Dypet by MorkRelease date: March 24, 2023
Label: Peaceville Records
Legendary Norwegian black metal force Mork has spent the past 18 or so years carving a grim path with tundra-sized riffs and the unrelenting, ice-blasting nature of his music, becoming a revered name, yet one still lurking quietly in the shadows. Mork‘s music is swathed in eerie, mesmeric power and backed by stellar riffs from sole recording member Thomas Eriksen. His sound has evolved over the years and that’s never been more evident than on new album Dypet, a work that truly diversifies his output and allows Mork to transcend into something more darkly nuanced.
6th full-length Dypet is a loose concept album. Translated to ‘The Deep’, the album takes a chunk of inspiration from Norse mythology, in particular the legend of the Draugen, the colossal, seaweed-draped spirit of a dead fisherman that haunts the Norwegian coastline. Dypet has the macabre and cinematic grandeur of the ghastly Cthulhu-like legend and the depths of the ocean itself.
Icy winds and grating, melancholic guitars usher in opener ‘Indre Demoner’ before sombre riffs sweep you into the tracks black n’ roll core of punky kicks and punchy bass pulses. There’s something effectively twisted in its atmosphere. The magnificent ‘Forfort Av Kulden’ begins suitably cold allowing instruments to build to a more vibrant bounce but quickly dissappears into pure pensive beauty and an emotive midsection that’ll evoke chills down to your bones. The rhythmic drum hits, the frosty tremolos, the sharp, jarring guitars and moving solos all make this a true masterpiece in black metal emotion. Who says the grim can’t tug the heartstrings?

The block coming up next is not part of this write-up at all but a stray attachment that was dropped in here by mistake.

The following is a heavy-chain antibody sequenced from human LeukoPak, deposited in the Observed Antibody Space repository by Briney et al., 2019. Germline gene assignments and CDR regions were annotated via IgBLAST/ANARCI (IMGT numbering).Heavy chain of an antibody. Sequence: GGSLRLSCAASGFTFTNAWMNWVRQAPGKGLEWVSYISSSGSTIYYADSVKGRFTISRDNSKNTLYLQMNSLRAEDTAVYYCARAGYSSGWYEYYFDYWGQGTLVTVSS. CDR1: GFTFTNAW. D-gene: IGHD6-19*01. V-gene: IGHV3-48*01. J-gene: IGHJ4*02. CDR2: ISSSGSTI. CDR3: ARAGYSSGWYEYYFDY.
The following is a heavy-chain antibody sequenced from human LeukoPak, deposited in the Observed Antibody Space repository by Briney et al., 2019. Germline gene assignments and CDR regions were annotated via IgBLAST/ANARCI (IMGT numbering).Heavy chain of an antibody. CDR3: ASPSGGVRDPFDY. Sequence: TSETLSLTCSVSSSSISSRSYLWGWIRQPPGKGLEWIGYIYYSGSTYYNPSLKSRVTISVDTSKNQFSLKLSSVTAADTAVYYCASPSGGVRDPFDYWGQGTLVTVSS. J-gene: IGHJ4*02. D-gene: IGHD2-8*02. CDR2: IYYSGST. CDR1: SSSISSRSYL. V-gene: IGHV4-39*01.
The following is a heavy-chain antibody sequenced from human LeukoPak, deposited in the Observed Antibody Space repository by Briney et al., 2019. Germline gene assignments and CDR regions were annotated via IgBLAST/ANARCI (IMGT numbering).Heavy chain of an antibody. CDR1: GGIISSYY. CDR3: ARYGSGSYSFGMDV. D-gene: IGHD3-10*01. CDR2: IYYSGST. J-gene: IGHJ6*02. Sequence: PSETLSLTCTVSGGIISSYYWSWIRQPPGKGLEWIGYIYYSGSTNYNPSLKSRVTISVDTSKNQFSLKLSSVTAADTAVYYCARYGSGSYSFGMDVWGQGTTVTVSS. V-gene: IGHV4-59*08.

‘Svik’ is driven by its infectious riffing, sparkling with brightness yet frostbitten and grey. Ferocious ‘Et Kall Fra Dypet’ hits off the bat with harsh guitarwork but evolves into prog dissonance and a chilling, desolate midsection. The bleakly doom-laden ‘Hoye Murer’ features insidious, dissonant riffs that are bathed in melancholy but melodic enough to bring sparks of bright emotion through each harsh guitar note.
Eriksen once again shows his talent for riff writing on ‘Bortgang’ as discordant tremolos call out and immediately colour you in mournful hues. It’s in the final moments where those riffs are elevated, ending especially powerfully with so much passion poured through those high notes, transforming them from depressive to hopeful. Dirtiest track ‘Avskum’ bruises with rumbling guitarwork and quaking bass as drums bash along to a black n’ roll groove, adding a nice upbeat contrast that isn’t gratingly harsh. Closing song ‘Tilbake Til Opprinnelsen’ flits between scything blackened metal and blackgazing euphoria with its use of analog synth sending blastbeats and fiery tremolos skywards into the cosmos.
6th full-length Dypet continues to evolve Mork‘s sound, touching on some progressive elements suggested on previous releases and the smart use of analog synths, which completely transforms the final track from straightforward grimness to something with shimmering intricacy. Regardless of additions, which only make Mork‘s music even greater, you still get the embrace of winter’s chill as well as the bite of misanthropy in every note.
Dypet is still Mork through and through but distinctively different from previous album Katedralen‘s more caustic and trve vibe, with far more mid-tempo moments and a wave of emotion permeating riffs. As mentioned, Eriksen’s prowess for songwriting is outstanding and the riffs here are especially the star, drawing you into Dypet‘s immersive depths.